Hitchhiking in Poland in Communism – A fridge for a lift

When hitchhiking in Poland during communism, drivers who picked up hitchhikers could participate in a lottery. Prizes included, among others, a refrigerator.

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Hitchhiking in Poland is easy to this day. I have been on the road through Poland several times now. As a driver and also in the past often as a hitchhiker myself. One legend has fascinated me every time I heard it. Many Polish people told me that in the communist era, people taking hitchhikers were given coupons from a state organization. With that, you then participated in a lottery. The main prize: a refrigerator. But is that really true? I did some extra research on this. And I was surprised.

Autostop-friendly Poland

Many hitchhikers tell me a story again and again during my travels through Poland. The story is as simple as it is ingenious. At the time of communism in Poland you could win a refrigerator if you picked up hitchhikers. It is said that there was a kind of stamp book in which the hitchhikers signed in and in return the driver had the chance to participate in a lottery. The main prize of the lottery was a refrigerator. I think this is a great idea. But a communist state that promotes individual freedom?

Researching the car stop lottery

Several times I searched on Google. And with various keywords, after about 10 minutes I came across an article in the Dispatch newspaper from Lexington, North Carolina. The whole thing is mentioned there only as a paragraph, but I had my lead, so I wanted to research the story in more detail. I already called the Polish Cultural Institute. They outright declared me crazy.

After meeting a Polish hitchhiker in Lithuania who told me the story again, my incentive was rekindled. So this time I called the Polish embassy in Berlin and asked one of the press speakers for help. She, too, couldn’t imagine communism and a hitchhiker’s booklet. But she was hooked on my story and promised to help.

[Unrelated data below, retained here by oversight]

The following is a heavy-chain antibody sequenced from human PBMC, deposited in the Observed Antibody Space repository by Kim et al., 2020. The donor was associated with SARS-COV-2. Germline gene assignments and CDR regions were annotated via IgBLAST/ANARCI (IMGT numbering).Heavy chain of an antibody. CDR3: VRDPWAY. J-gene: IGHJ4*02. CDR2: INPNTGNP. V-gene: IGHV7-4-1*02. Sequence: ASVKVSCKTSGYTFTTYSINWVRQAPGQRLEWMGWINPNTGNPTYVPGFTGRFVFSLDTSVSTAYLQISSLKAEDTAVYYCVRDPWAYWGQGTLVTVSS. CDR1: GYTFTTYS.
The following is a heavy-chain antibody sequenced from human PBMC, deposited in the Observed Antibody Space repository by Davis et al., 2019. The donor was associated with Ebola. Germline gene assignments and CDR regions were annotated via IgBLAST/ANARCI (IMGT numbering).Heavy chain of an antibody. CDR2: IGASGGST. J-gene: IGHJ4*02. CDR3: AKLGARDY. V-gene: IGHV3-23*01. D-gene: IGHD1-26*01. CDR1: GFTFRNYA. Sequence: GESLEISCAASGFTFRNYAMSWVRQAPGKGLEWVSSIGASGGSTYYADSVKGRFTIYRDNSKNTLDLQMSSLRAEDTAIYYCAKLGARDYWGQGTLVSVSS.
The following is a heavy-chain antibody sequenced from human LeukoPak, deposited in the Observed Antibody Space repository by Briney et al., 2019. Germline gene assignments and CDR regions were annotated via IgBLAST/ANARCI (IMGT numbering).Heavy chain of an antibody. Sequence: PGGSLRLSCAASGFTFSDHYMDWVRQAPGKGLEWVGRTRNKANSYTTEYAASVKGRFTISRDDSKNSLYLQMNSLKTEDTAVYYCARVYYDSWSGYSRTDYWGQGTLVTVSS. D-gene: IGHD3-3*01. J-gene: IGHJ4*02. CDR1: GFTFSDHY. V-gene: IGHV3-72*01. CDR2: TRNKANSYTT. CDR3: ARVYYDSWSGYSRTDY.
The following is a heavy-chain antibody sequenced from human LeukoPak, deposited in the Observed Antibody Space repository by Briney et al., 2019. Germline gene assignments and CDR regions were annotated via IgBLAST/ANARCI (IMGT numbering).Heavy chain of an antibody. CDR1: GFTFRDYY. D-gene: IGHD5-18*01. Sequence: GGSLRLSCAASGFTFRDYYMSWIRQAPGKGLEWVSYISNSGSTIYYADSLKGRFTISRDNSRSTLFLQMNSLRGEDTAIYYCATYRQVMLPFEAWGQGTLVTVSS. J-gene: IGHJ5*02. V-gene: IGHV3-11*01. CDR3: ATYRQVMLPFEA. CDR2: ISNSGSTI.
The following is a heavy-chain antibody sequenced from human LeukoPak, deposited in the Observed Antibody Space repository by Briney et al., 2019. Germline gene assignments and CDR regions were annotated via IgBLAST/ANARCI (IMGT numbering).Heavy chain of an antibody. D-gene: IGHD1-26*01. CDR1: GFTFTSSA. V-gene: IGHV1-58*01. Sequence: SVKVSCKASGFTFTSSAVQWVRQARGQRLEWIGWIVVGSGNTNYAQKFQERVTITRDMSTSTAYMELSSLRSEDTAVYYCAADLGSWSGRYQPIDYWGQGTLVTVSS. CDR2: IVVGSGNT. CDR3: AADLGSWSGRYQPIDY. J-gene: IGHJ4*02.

Inspiration from the US

Hitchhiking in Poland

Shortly afterwards, I received an e-mail. Mrs. Szlosarek had found something about it after all. “Only after Stalin’s death did the situation loosen up so that students could carry it out. They copied it from the United States. Their names were Boguslaw Laitla and Tadeusz Sowa. With the permission of the police, they carried out this initiative in the summer of 1956,” she writes in the mail.

Coupon book for taking hitchhikers in Poland

But the best is yet to come. Not only did the drivers have an extra booklet. In it, the passengers could sign in with the name and data of the traveler and the number of kilometers taken. Also the rules of what is allowed and what is not allowed were stated. The driver of the car, after sending the coupons to the newspaper “Around the World” ( “Dookoła Świata”, for young people and tourists), could win prizes. The last take-home book was issued well after the end of communism, in 1994.

Prizes for taking hitchhikers

The first thing to win was a car. These were Polish brands like Warszawa, Syrena or Mikrus. “Because there were too many drivers who wanted the main prize, after a year they changed it to multiple, smaller prizes: A TV, a motorcycle, a scooter, a photocamera or a refrigerator” were provided, Dominika Szlosarek said. So it’s true. For hitchhiking, with a little luck, you used to be able to get a refrigerator in Poland. Incredible, isn’t it?

A perspective for the mobility of the future?

Why doesn’t something like that exist anymore? It would be a great idea to make hitchhiking more popular again. And it could even solve many mobility issues, not only in Poland, but also in rural Germany or the US, for example. With apps and registration, you could check people for any security issues and confirm their identity. You could check in when starting the ride, check out when getting off and the drivers would even automatically enter a contest and could win prizes. I think the idea is not only fun, but even easily implementable. Are there any volunteers?

Thanks to Dominika Szlosarek for assistance in the search and for the final clarification on the topic!

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Peter Althaus is a journalist, author and blogger. In 2011, he founded the travel blog Rooksack. But his real love has always been Eastern Europe. He now lives in Lviv, Ukraine, where he runs a tour operator. But since he still loves to write, today there is Wild East – the Eastern Europe travel blog.

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1 year ago

Me and my friend Guy noticed the state sponsored hitch hiking system when we hitched from Warsaw to Gdańsk in 1990. One further detail – the system was supported by official ‘hitch stop’ signs by the sides of roads which were represented by a steering wheel set against a yellow background. Next to each sign you would invariably see people waiting with their thumbs out waiting for a passing lorry driver. Sadly while we took lots of photos on our trip we managed to take none of either the signs or the hitchers. And we hitched a ride the whole way in a private car so did not take part in the scheme either! What a missed piece of history!

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